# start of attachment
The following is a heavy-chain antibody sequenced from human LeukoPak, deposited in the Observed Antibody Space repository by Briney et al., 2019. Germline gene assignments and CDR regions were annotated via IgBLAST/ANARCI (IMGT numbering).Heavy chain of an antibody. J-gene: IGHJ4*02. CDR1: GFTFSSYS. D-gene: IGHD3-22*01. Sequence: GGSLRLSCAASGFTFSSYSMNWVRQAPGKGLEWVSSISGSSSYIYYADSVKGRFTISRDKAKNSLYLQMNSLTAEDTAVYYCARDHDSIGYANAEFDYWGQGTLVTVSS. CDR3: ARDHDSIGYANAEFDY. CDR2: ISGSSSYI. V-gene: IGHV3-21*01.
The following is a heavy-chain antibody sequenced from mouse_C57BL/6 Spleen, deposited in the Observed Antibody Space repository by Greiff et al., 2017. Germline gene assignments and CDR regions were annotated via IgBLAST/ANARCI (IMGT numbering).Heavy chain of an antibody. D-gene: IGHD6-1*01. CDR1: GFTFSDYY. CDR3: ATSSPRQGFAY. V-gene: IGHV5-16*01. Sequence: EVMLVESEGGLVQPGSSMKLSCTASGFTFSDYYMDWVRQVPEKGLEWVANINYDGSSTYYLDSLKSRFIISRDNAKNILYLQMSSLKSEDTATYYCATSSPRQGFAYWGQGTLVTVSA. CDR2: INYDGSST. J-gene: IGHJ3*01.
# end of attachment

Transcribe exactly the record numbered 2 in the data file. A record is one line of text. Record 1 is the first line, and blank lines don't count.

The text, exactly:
The following is a heavy-chain antibody sequenced from mouse_C57BL/6 Spleen, deposited in the Observed Antibody Space repository by Greiff et al., 2017. Germline gene assignments and CDR regions were annotated via IgBLAST/ANARCI (IMGT numbering).Heavy chain of an antibody. D-gene: IGHD6-1*01. CDR1: GFTFSDYY. CDR3: ATSSPRQGFAY. V-gene: IGHV5-16*01. Sequence: EVMLVESEGGLVQPGSSMKLSCTASGFTFSDYYMDWVRQVPEKGLEWVANINYDGSSTYYLDSLKSRFIISRDNAKNILYLQMSSLKSEDTATYYCATSSPRQGFAYWGQGTLVTVSA. CDR2: INYDGSST. J-gene: IGHJ3*01.